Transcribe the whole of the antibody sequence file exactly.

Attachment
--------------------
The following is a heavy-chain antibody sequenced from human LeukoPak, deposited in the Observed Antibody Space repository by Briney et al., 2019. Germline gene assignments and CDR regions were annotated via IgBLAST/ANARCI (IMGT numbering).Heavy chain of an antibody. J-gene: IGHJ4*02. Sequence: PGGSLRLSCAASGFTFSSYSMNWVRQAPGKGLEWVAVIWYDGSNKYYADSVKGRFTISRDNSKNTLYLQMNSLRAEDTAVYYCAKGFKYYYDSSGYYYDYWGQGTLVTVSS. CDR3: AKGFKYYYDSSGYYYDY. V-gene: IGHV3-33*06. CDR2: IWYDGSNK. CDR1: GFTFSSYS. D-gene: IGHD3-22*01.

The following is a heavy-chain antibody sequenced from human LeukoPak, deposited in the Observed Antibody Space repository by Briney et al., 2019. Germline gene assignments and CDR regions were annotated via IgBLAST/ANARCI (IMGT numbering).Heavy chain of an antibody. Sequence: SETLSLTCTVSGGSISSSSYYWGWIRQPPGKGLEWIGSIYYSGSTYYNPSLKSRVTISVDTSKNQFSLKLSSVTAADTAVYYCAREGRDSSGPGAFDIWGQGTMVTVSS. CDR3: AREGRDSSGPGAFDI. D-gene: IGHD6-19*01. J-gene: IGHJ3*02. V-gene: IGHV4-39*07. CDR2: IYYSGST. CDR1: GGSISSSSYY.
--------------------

The following is a heavy-chain antibody sequenced from human LeukoPak, deposited in the Observed Antibody Space repository by Briney et al., 2019. Germline gene assignments and CDR regions were annotated via IgBLAST/ANARCI (IMGT numbering).Heavy chain of an antibody. J-gene: IGHJ4*02. Sequence: PGGSLRLSCAASGFTFSSYSMNWVRQAPGKGLEWVAVIWYDGSNKYYADSVKGRFTISRDNSKNTLYLQMNSLRAEDTAVYYCAKGFKYYYDSSGYYYDYWGQGTLVTVSS. CDR3: AKGFKYYYDSSGYYYDY. V-gene: IGHV3-33*06. CDR2: IWYDGSNK. CDR1: GFTFSSYS. D-gene: IGHD3-22*01.

The following is a heavy-chain antibody sequenced from human LeukoPak, deposited in the Observed Antibody Space repository by Briney et al., 2019. Germline gene assignments and CDR regions were annotated via IgBLAST/ANARCI (IMGT numbering).Heavy chain of an antibody. Sequence: SETLSLTCTVSGGSISSSSYYWGWIRQPPGKGLEWIGSIYYSGSTYYNPSLKSRVTISVDTSKNQFSLKLSSVTAADTAVYYCAREGRDSSGPGAFDIWGQGTMVTVSS. CDR3: AREGRDSSGPGAFDI. D-gene: IGHD6-19*01. J-gene: IGHJ3*02. V-gene: IGHV4-39*07. CDR2: IYYSGST. CDR1: GGSISSSSYY.